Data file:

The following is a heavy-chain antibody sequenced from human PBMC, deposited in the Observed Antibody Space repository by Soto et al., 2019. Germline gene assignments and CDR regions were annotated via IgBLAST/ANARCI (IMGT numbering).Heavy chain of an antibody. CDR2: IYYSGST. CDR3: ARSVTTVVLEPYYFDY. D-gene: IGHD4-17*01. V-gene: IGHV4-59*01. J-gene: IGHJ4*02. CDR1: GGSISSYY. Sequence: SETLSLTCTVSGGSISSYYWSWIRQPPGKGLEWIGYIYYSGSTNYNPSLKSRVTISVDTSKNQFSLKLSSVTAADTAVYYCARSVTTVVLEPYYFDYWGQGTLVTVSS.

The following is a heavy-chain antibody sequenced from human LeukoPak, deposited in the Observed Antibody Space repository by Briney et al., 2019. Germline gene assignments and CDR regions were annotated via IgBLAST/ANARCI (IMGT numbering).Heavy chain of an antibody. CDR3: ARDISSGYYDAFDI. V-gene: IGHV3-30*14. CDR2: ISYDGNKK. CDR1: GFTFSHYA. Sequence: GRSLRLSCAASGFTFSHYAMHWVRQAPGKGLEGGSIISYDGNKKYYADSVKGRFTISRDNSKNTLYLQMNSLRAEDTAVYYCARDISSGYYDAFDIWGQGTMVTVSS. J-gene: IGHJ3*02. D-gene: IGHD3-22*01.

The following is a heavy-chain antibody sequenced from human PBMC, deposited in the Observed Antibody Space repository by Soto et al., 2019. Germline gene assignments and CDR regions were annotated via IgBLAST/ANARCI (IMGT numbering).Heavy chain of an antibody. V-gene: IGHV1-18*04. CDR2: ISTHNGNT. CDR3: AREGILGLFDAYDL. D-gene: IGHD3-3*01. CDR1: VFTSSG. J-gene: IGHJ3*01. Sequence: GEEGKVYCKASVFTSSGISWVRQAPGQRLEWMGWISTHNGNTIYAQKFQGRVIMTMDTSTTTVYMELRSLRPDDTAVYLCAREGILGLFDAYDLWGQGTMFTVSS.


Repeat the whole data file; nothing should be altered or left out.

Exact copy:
The following is a heavy-chain antibody sequenced from human PBMC, deposited in the Observed Antibody Space repository by Soto et al., 2019. Germline gene assignments and CDR regions were annotated via IgBLAST/ANARCI (IMGT numbering).Heavy chain of an antibody. CDR2: IYYSGST. CDR3: ARSVTTVVLEPYYFDY. D-gene: IGHD4-17*01. V-gene: IGHV4-59*01. J-gene: IGHJ4*02. CDR1: GGSISSYY. Sequence: SETLSLTCTVSGGSISSYYWSWIRQPPGKGLEWIGYIYYSGSTNYNPSLKSRVTISVDTSKNQFSLKLSSVTAADTAVYYCARSVTTVVLEPYYFDYWGQGTLVTVSS.

The following is a heavy-chain antibody sequenced from human LeukoPak, deposited in the Observed Antibody Space repository by Briney et al., 2019. Germline gene assignments and CDR regions were annotated via IgBLAST/ANARCI (IMGT numbering).Heavy chain of an antibody. CDR3: ARDISSGYYDAFDI. V-gene: IGHV3-30*14. CDR2: ISYDGNKK. CDR1: GFTFSHYA. Sequence: GRSLRLSCAASGFTFSHYAMHWVRQAPGKGLEGGSIISYDGNKKYYADSVKGRFTISRDNSKNTLYLQMNSLRAEDTAVYYCARDISSGYYDAFDIWGQGTMVTVSS. J-gene: IGHJ3*02. D-gene: IGHD3-22*01.

The following is a heavy-chain antibody sequenced from human PBMC, deposited in the Observed Antibody Space repository by Soto et al., 2019. Germline gene assignments and CDR regions were annotated via IgBLAST/ANARCI (IMGT numbering).Heavy chain of an antibody. V-gene: IGHV1-18*04. CDR2: ISTHNGNT. CDR3: AREGILGLFDAYDL. D-gene: IGHD3-3*01. CDR1: VFTSSG. J-gene: IGHJ3*01. Sequence: GEEGKVYCKASVFTSSGISWVRQAPGQRLEWMGWISTHNGNTIYAQKFQGRVIMTMDTSTTTVYMELRSLRPDDTAVYLCAREGILGLFDAYDLWGQGTMFTVSS.